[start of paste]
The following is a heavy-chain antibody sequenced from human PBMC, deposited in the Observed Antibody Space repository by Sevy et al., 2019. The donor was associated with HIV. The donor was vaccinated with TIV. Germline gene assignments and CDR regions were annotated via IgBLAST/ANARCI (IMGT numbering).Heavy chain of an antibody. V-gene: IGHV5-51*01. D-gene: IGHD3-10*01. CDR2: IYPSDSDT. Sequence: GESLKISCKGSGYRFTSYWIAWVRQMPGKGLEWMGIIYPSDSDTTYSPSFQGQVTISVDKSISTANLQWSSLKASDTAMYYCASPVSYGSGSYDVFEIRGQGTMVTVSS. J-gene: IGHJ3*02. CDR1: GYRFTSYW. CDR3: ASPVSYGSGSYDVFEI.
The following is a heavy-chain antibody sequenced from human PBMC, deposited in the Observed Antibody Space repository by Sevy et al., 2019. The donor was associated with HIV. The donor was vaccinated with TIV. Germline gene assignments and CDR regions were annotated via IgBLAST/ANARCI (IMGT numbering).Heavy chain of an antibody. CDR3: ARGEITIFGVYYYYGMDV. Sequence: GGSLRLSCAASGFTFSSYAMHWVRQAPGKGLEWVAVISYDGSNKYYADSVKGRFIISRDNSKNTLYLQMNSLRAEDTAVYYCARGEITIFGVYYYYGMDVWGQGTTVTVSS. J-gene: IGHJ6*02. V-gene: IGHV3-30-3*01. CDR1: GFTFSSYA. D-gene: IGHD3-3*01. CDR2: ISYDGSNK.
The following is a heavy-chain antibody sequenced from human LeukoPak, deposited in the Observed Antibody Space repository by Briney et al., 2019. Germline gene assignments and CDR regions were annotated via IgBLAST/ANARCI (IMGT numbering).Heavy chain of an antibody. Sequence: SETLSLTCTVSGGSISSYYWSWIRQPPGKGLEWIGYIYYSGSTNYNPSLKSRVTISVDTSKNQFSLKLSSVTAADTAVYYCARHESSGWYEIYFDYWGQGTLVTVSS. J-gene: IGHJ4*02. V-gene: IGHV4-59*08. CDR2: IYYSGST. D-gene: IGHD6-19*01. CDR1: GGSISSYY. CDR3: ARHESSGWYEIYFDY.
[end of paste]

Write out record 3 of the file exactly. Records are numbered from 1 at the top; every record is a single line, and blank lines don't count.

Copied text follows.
The following is a heavy-chain antibody sequenced from human LeukoPak, deposited in the Observed Antibody Space repository by Briney et al., 2019. Germline gene assignments and CDR regions were annotated via IgBLAST/ANARCI (IMGT numbering).Heavy chain of an antibody. Sequence: SETLSLTCTVSGGSISSYYWSWIRQPPGKGLEWIGYIYYSGSTNYNPSLKSRVTISVDTSKNQFSLKLSSVTAADTAVYYCARHESSGWYEIYFDYWGQGTLVTVSS. J-gene: IGHJ4*02. V-gene: IGHV4-59*08. CDR2: IYYSGST. D-gene: IGHD6-19*01. CDR1: GGSISSYY. CDR3: ARHESSGWYEIYFDY.